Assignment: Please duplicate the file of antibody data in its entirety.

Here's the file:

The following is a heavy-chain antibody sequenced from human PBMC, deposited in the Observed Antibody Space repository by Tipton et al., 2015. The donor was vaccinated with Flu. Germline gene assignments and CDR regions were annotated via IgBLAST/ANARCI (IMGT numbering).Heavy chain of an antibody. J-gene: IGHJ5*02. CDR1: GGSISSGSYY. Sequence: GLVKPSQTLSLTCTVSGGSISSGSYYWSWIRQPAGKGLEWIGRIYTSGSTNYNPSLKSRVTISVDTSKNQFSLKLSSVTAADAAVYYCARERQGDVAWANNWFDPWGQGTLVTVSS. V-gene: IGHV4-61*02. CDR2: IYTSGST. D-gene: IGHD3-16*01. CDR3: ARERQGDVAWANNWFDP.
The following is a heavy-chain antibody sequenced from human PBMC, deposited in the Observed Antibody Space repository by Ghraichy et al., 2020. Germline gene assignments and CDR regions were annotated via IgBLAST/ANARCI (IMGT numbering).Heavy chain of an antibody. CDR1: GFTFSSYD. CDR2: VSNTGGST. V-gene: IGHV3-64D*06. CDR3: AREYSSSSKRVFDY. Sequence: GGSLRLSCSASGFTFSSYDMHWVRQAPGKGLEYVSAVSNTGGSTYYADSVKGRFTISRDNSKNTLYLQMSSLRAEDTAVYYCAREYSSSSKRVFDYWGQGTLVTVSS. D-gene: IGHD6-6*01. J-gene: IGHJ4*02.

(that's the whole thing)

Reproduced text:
The following is a heavy-chain antibody sequenced from human PBMC, deposited in the Observed Antibody Space repository by Tipton et al., 2015. The donor was vaccinated with Flu. Germline gene assignments and CDR regions were annotated via IgBLAST/ANARCI (IMGT numbering).Heavy chain of an antibody. J-gene: IGHJ5*02. CDR1: GGSISSGSYY. Sequence: GLVKPSQTLSLTCTVSGGSISSGSYYWSWIRQPAGKGLEWIGRIYTSGSTNYNPSLKSRVTISVDTSKNQFSLKLSSVTAADAAVYYCARERQGDVAWANNWFDPWGQGTLVTVSS. V-gene: IGHV4-61*02. CDR2: IYTSGST. D-gene: IGHD3-16*01. CDR3: ARERQGDVAWANNWFDP.
The following is a heavy-chain antibody sequenced from human PBMC, deposited in the Observed Antibody Space repository by Ghraichy et al., 2020. Germline gene assignments and CDR regions were annotated via IgBLAST/ANARCI (IMGT numbering).Heavy chain of an antibody. CDR1: GFTFSSYD. CDR2: VSNTGGST. V-gene: IGHV3-64D*06. CDR3: AREYSSSSKRVFDY. Sequence: GGSLRLSCSASGFTFSSYDMHWVRQAPGKGLEYVSAVSNTGGSTYYADSVKGRFTISRDNSKNTLYLQMSSLRAEDTAVYYCAREYSSSSKRVFDYWGQGTLVTVSS. D-gene: IGHD6-6*01. J-gene: IGHJ4*02.